Moonlight, Murder and Machinery

John Paul Catton has done a fine work of painting a new view on Great Britain as we know it.

Moonlight Murder and Machinery

John Paul Catton’s Moonlight, Murder & Machinery certainly fulfils its promise of the “anti-steam” steampunk novel.

The year is 1814 and the place Nova Albion. The country is at war with the dreaded Thermidorians from across the Channel, where cities have become vast factories. Nova Albion has outlawed most technology to make sure it doesn’t fare the same lot in life and uses Chosen Men, brave men with special powers, to keep the realm safe.

The author has done a fine work of painting a new view on Great Britain as we know it, interweaving historical facts, such as the lack of equal rights for women, adding popular culture references in the most clever ways and creating villains and (anti-)heroes alike we’ll grow to love and hate.

Despite of what some may think when reading about the Chosen Men, this is not a semi-steampunk X-Men at all, this is a fine and original take on starring characters with supernatural powers, perfectly adding to the setting of the story. It has all the elements of a classic: mad science, creepy villains and heroes while still being an original story.

Speaking of which, although at first the pacing can be a bit daunting to follow with the point of view switching between several characters and side-characters, the book does settles in its rhythm after a while and is very much worth seeing through.

The plot is well told and the characters are sure to keep you following their every move with eager attention.

My sole regret is the lack of in-depth background about the Thermidorian versus Nova Albion conflict. I feel it would have benefited the story if we knew more about the events that made them enemies. Hopefully there will be a sequel and we’ll find that out.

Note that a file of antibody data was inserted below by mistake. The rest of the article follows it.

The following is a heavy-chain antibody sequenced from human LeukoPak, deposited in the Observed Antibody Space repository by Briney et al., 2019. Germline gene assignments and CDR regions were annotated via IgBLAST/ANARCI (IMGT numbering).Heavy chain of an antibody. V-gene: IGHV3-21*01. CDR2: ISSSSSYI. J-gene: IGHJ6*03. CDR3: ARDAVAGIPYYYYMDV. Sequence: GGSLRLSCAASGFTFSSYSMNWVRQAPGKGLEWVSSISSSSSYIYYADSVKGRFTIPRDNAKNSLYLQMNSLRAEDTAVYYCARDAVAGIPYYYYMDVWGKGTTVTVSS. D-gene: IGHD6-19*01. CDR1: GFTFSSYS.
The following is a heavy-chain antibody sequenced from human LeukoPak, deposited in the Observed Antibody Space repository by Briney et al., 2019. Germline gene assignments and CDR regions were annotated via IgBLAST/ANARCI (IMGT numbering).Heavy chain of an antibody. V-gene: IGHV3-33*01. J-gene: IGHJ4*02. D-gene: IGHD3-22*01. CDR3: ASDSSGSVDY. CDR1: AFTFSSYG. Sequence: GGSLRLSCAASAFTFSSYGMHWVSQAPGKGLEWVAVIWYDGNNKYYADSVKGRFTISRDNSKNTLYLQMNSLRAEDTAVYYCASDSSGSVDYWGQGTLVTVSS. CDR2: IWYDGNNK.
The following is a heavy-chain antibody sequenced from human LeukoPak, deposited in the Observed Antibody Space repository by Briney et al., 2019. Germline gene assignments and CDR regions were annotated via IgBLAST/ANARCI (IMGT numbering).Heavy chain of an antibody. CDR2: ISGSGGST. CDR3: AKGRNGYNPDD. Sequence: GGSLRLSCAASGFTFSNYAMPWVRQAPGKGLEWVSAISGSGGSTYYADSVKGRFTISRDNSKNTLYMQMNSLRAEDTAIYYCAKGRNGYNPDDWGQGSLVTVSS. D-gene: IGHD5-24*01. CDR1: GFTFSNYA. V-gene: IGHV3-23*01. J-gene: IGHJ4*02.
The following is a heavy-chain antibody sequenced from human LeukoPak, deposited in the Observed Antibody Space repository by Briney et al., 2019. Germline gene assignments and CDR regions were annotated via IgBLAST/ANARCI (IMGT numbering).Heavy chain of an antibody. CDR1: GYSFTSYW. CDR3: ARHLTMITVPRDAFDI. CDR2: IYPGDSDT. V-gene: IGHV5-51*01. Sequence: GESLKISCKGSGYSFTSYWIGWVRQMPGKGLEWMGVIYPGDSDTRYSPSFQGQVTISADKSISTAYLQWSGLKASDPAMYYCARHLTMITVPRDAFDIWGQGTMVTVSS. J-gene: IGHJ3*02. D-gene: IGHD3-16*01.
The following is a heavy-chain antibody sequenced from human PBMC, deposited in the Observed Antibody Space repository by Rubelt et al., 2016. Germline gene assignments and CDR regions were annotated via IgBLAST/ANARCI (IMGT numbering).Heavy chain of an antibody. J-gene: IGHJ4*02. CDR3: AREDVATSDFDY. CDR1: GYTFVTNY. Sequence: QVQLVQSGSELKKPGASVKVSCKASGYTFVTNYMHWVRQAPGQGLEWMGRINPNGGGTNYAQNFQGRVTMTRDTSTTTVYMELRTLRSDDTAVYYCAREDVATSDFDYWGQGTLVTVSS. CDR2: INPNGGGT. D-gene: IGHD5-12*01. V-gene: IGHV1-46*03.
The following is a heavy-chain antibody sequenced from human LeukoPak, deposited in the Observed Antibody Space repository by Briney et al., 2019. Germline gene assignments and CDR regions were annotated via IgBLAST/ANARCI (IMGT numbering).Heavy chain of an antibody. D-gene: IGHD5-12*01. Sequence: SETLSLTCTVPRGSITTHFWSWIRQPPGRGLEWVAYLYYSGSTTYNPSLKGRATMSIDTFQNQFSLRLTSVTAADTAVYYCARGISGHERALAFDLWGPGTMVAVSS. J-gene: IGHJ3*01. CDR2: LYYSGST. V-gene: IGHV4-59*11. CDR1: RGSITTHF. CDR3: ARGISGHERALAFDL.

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As I drew the cover (and am an old friend of Mr. Catton) am I allowed to make a comment? Damme, I shall do it anyway!

This is a good and balanced review of a fine book. Would take exception with one bit, though, and that is the last. I felt the whole story was an exposition of the Thermidorian conflict which, although only sketched in in the broadest of brush strokes in M,M&M, would have been almost impossible to dive into directly (as I envisage it, I am not party to Mr Catton’s deeply fertile imagination any more than the reviewer.)

The Georgian aesthetic, with its nods to contemporary literary and social celebrities is charming and novel without being intrusive, one does not need to be a history geek to get the story at all. It’s pre-steam and anti-technology milieu is highly original and does what good speculative fiction of past, present or future should always do; to challenge the reader to contemplate the world as it is in the novel and the dissonance, both trivial and momentous, which the plot and it’s conceits present us with our own.

Having divulged my own interest, I hope you accept my recomendation to this story. I am sure you won’t be disappointed.


Phillip Evans

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